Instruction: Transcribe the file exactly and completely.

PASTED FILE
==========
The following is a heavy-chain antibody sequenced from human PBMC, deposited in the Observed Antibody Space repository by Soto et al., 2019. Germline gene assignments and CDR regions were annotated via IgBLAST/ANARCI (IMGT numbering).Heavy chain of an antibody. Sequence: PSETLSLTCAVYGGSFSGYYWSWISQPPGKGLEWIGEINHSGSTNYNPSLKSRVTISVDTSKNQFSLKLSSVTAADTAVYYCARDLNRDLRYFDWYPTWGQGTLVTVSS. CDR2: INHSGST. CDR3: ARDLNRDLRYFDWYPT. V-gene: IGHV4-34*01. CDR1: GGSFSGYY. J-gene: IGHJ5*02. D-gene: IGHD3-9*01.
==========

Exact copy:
The following is a heavy-chain antibody sequenced from human PBMC, deposited in the Observed Antibody Space repository by Soto et al., 2019. Germline gene assignments and CDR regions were annotated via IgBLAST/ANARCI (IMGT numbering).Heavy chain of an antibody. Sequence: PSETLSLTCAVYGGSFSGYYWSWISQPPGKGLEWIGEINHSGSTNYNPSLKSRVTISVDTSKNQFSLKLSSVTAADTAVYYCARDLNRDLRYFDWYPTWGQGTLVTVSS. CDR2: INHSGST. CDR3: ARDLNRDLRYFDWYPT. V-gene: IGHV4-34*01. CDR1: GGSFSGYY. J-gene: IGHJ5*02. D-gene: IGHD3-9*01.